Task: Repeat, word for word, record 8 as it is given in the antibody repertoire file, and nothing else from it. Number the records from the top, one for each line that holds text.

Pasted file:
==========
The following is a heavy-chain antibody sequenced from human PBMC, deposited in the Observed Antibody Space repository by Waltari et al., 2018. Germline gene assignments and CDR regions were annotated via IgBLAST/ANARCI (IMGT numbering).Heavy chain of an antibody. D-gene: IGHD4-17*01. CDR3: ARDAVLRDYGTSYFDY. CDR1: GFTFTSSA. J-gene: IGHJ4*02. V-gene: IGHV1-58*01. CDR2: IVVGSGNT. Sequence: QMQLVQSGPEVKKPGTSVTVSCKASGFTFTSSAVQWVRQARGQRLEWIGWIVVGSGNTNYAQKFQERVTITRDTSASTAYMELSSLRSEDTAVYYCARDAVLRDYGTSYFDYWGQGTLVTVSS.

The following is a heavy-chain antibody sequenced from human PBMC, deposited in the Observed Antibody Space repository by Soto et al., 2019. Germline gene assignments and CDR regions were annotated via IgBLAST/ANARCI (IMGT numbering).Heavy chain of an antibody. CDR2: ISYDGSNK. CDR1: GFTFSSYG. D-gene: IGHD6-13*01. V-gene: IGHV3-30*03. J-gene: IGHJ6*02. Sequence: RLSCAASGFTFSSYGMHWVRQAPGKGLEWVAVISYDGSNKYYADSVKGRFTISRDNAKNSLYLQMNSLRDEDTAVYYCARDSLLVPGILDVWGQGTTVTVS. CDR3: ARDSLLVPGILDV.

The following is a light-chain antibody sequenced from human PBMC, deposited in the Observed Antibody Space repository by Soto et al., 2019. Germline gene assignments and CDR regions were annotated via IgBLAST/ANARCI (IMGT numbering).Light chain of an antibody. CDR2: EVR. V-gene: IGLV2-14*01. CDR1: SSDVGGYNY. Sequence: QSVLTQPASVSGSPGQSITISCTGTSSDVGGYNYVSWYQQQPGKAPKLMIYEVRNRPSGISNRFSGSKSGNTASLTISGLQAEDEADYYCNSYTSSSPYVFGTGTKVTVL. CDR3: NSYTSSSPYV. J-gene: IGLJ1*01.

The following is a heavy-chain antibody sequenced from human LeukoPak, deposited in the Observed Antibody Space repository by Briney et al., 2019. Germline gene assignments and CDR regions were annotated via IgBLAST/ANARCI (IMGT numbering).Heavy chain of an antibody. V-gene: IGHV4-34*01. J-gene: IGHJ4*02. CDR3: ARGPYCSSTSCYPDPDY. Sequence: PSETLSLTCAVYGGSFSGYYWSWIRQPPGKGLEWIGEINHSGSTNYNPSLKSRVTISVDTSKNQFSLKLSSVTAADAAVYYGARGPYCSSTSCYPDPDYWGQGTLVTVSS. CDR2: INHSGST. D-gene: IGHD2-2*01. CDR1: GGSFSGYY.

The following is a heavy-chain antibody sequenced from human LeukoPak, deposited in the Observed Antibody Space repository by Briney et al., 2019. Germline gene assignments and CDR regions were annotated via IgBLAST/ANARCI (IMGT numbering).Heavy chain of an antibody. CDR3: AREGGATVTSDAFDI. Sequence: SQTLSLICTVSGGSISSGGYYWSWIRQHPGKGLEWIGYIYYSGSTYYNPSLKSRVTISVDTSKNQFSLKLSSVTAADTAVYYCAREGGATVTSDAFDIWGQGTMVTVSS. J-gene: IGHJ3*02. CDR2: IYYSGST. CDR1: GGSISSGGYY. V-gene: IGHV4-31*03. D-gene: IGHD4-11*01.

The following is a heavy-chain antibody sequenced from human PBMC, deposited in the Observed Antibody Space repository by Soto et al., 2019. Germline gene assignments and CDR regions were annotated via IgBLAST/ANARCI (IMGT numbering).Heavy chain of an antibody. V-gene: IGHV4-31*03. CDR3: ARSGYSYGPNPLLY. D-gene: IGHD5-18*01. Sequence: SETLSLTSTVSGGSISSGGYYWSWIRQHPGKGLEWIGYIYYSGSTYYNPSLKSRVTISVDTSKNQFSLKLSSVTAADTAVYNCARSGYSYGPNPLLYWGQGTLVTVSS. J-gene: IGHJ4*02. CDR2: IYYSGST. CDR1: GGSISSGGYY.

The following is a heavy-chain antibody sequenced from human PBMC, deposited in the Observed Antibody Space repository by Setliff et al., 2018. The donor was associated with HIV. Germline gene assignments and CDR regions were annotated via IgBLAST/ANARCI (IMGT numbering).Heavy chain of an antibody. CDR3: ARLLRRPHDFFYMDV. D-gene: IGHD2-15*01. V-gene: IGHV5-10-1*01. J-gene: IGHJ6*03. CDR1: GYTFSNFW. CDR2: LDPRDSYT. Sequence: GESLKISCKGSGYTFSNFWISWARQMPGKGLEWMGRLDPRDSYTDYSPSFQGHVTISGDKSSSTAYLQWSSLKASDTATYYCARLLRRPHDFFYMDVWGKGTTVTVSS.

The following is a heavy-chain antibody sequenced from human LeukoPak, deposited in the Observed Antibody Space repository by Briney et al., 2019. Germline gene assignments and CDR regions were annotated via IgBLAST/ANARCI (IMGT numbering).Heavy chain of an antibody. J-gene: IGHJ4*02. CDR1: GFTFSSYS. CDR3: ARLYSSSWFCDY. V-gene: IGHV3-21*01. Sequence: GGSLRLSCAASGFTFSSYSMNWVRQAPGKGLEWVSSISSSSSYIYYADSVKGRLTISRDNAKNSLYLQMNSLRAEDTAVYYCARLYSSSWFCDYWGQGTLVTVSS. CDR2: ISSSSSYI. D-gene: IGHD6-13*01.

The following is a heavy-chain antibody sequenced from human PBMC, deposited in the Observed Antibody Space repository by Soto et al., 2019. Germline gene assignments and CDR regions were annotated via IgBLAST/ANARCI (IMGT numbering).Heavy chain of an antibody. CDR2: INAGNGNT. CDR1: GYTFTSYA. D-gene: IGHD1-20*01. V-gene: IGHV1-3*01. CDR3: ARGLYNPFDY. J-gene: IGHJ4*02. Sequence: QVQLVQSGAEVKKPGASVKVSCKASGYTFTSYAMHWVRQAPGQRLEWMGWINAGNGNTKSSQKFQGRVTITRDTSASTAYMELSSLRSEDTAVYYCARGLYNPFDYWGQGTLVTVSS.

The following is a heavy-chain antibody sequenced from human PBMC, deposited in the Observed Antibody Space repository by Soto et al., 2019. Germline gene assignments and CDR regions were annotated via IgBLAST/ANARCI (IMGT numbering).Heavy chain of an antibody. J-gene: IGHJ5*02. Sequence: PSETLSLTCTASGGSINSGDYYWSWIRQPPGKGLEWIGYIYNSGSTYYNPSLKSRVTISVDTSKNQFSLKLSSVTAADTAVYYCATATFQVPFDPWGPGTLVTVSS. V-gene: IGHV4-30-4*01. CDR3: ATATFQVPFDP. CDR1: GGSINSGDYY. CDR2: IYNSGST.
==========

The following is a heavy-chain antibody sequenced from human LeukoPak, deposited in the Observed Antibody Space repository by Briney et al., 2019. Germline gene assignments and CDR regions were annotated via IgBLAST/ANARCI (IMGT numbering).Heavy chain of an antibody. J-gene: IGHJ4*02. CDR1: GFTFSSYS. CDR3: ARLYSSSWFCDY. V-gene: IGHV3-21*01. Sequence: GGSLRLSCAASGFTFSSYSMNWVRQAPGKGLEWVSSISSSSSYIYYADSVKGRLTISRDNAKNSLYLQMNSLRAEDTAVYYCARLYSSSWFCDYWGQGTLVTVSS. CDR2: ISSSSSYI. D-gene: IGHD6-13*01.